• Hepatitis B: Complera is typically avoided in people coinfected with HIV and hepatitis B as emtricitabine and tenofovir can cause the exacerbation of acute hepatitis B symptoms. Hepatitis B testing is recommended prior to starting treatment in the event of an undiagnosed infection.
  • Kidney disease: Complera is used with caution in people with kidney disease as it can further impair kidney function. Complera should never be used in people with a creatinine clearance of less than 50 milliliters per minute (mL/min), an indication of kidney dysfunction.
  • Liver diseases: Rilpivirine may cause liver toxicity, typically in people with underlying liver diseases (like hepatitis B and hepatitis C) but also in people with no prior history of liver disease. If used, baseline liver function tests should be performed along with routine follow-ups.
  • Osteoporosis: Tenofovir may cause bone mineral loss. Although this is generally not a problem for most people, those with severe osteoporosis or a history of pathologic fractures may benefit from bone mineral density (BMD) testing to assess their risk of harm.

Other Combination Antiretroviral Drugs

In addition to Complera, there are 12 other combination antiretroviral drugs that can be taken on their own with a once-daily dose:

In January 2021, the FDA approved a once-monthly antiretroviral therapy known as Cabenuva, involving one injection of rilpivirine and another of an integrase inhibitor called cabotegravir.


Complera is a co-formulated tablet comprised of 25 milligrams (mg) of rilpivirine, 200 mg of emtricitabine, and 300 mg of tenofovir disoproxil fumarate. The pink, oblong, film-coated tablet is embossed with "GSI" on one side and is plain on the other.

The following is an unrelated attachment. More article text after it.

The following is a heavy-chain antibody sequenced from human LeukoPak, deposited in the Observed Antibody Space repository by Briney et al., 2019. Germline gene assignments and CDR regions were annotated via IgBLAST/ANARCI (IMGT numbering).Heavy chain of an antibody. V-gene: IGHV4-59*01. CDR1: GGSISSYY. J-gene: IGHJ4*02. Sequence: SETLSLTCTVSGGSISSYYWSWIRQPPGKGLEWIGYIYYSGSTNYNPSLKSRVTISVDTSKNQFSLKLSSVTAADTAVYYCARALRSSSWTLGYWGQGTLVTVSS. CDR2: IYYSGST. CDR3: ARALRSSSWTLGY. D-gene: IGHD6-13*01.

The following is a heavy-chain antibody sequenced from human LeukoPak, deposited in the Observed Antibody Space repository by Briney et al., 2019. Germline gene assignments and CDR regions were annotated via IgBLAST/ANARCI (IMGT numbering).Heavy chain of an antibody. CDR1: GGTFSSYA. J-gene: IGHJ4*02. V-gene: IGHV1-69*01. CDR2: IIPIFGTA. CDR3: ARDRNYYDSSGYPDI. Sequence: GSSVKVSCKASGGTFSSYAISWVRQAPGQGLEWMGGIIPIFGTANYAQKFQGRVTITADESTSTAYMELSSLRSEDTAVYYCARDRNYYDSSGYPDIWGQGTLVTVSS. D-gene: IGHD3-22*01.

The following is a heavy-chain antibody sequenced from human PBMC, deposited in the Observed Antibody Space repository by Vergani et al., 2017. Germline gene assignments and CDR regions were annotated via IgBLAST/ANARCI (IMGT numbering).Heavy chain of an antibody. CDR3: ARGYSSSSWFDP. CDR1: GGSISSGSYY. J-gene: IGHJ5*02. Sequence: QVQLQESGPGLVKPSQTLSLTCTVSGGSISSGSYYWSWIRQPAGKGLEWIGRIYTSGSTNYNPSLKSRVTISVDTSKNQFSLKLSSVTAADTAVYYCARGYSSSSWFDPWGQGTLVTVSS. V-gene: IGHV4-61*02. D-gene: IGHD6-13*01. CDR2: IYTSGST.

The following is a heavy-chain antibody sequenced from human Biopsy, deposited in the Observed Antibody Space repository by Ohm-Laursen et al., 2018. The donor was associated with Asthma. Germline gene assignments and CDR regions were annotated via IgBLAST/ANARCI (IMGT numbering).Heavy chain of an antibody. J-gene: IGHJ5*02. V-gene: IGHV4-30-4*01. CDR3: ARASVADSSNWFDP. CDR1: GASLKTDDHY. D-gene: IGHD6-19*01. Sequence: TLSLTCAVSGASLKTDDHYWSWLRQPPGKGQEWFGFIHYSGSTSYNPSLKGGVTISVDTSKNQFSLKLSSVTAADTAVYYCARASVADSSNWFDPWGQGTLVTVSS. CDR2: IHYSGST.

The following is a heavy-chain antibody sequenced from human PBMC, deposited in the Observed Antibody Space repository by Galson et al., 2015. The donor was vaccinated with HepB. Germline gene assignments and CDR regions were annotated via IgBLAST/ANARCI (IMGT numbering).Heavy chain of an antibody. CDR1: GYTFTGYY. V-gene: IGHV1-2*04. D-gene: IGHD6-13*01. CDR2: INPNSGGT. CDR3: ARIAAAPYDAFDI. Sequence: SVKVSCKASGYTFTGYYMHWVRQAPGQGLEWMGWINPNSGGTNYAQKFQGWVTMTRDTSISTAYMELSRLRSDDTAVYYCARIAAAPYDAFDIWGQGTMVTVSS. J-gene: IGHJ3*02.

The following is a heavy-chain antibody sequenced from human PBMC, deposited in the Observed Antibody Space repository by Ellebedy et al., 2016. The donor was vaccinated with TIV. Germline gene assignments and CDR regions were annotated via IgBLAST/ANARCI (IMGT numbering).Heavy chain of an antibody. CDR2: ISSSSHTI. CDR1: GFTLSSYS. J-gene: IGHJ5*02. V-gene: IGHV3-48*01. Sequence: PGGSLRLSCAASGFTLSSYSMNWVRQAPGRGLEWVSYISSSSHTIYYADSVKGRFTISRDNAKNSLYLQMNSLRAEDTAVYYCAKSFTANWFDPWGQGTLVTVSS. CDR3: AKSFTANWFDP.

The recommended dose of Complera for adults and children is one tablet daily taken with food. To maintain the optimal therapeutic concentration of the drug in the bloodstream, Complera must be taken daily, ideally at the same time every day.


The anti-tuberculosis drug rifampin (marketed under the brand names Rifadin, Rifamate, and others) can reduce the concentration of rilpivirine in the blood. If used together, Complera will need to be supplemented with an additional 25 mg dose of rilpivirine in the form of Edurant for the duration of tuberculosis treatment.

How to Take and Store

Taking Complera with a meal increases the absorption of rilpivirine and tenofovir in the gut by 16% and 38%, respectively. Do not chew, split, or crush the tablet as this can also affect drug absorption.

Complera can be stored safely at room temperature, ideally around 77°F (25°C). Do not store the pills on a sunny windowsill or in your glove compartment. Discard any pills that have expired.

If you miss a dose, take it as soon as you remember. If it is near the time of your next dose, skip the original dose and continue as normal. Do not double up doses.

Side Effects